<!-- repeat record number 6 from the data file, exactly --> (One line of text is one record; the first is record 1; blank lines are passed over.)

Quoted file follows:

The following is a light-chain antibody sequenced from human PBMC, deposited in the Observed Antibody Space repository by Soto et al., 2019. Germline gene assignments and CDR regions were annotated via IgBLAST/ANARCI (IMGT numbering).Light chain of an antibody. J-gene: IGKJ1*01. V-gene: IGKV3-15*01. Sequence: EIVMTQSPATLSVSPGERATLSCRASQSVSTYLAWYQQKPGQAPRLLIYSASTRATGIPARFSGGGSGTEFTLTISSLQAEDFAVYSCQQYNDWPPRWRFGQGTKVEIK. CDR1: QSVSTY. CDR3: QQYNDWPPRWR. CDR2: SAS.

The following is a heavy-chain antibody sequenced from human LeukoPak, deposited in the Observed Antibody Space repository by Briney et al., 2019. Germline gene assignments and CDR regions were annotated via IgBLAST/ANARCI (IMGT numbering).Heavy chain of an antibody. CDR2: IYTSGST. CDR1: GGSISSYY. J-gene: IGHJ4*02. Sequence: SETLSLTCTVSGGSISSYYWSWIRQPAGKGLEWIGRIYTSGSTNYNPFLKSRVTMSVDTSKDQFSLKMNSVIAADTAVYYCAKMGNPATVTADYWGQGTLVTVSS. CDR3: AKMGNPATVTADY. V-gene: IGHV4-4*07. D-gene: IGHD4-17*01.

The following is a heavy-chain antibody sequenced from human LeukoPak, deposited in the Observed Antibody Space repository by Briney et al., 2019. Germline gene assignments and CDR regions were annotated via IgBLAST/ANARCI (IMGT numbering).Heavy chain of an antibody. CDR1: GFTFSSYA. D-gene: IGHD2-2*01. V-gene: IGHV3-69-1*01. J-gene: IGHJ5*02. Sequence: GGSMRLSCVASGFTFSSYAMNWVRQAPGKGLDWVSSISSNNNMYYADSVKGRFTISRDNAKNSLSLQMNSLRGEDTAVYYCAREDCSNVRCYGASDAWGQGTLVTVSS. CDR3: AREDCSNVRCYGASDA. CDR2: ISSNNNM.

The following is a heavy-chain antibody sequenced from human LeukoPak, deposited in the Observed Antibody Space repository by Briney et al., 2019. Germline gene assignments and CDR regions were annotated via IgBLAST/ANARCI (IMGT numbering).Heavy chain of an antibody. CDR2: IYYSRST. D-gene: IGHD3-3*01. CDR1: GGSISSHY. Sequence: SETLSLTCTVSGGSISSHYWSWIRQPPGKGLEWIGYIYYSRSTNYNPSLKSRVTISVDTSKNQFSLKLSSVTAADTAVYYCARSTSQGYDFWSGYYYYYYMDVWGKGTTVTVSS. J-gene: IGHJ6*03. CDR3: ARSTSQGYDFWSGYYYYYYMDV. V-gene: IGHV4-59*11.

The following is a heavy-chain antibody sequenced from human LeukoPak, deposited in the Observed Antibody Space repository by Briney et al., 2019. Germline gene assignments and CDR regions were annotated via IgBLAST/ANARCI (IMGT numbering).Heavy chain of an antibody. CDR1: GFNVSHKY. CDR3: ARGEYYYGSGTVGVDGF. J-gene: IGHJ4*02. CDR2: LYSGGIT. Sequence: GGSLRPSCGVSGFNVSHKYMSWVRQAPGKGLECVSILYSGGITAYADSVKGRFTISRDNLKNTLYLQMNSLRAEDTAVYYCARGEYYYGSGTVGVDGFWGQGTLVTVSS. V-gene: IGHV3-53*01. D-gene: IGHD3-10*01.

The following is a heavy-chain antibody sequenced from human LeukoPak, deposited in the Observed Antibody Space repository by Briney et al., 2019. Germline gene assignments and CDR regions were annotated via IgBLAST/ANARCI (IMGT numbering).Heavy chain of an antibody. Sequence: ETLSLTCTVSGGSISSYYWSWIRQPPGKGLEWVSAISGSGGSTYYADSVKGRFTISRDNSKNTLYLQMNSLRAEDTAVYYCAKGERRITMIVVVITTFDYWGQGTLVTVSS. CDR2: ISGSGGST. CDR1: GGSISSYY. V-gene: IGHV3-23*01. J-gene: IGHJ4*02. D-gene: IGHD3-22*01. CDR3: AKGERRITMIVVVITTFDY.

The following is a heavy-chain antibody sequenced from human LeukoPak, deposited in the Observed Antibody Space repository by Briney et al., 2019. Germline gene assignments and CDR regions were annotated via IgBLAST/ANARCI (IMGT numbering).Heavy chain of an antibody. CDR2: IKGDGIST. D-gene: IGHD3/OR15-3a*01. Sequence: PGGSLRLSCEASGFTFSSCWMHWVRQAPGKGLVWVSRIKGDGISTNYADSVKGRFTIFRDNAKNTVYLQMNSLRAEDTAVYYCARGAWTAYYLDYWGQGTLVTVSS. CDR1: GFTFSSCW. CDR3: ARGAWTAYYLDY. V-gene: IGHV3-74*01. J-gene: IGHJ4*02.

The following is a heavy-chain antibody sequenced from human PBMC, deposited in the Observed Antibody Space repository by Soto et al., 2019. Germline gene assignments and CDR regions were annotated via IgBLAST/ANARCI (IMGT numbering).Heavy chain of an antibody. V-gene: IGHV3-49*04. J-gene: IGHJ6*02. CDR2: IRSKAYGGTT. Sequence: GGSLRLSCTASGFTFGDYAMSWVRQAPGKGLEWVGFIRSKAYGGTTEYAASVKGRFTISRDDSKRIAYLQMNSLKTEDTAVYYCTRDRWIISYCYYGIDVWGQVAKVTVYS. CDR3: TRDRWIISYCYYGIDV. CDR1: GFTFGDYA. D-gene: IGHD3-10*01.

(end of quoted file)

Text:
The following is a heavy-chain antibody sequenced from human LeukoPak, deposited in the Observed Antibody Space repository by Briney et al., 2019. Germline gene assignments and CDR regions were annotated via IgBLAST/ANARCI (IMGT numbering).Heavy chain of an antibody. Sequence: ETLSLTCTVSGGSISSYYWSWIRQPPGKGLEWVSAISGSGGSTYYADSVKGRFTISRDNSKNTLYLQMNSLRAEDTAVYYCAKGERRITMIVVVITTFDYWGQGTLVTVSS. CDR2: ISGSGGST. CDR1: GGSISSYY. V-gene: IGHV3-23*01. J-gene: IGHJ4*02. D-gene: IGHD3-22*01. CDR3: AKGERRITMIVVVITTFDY.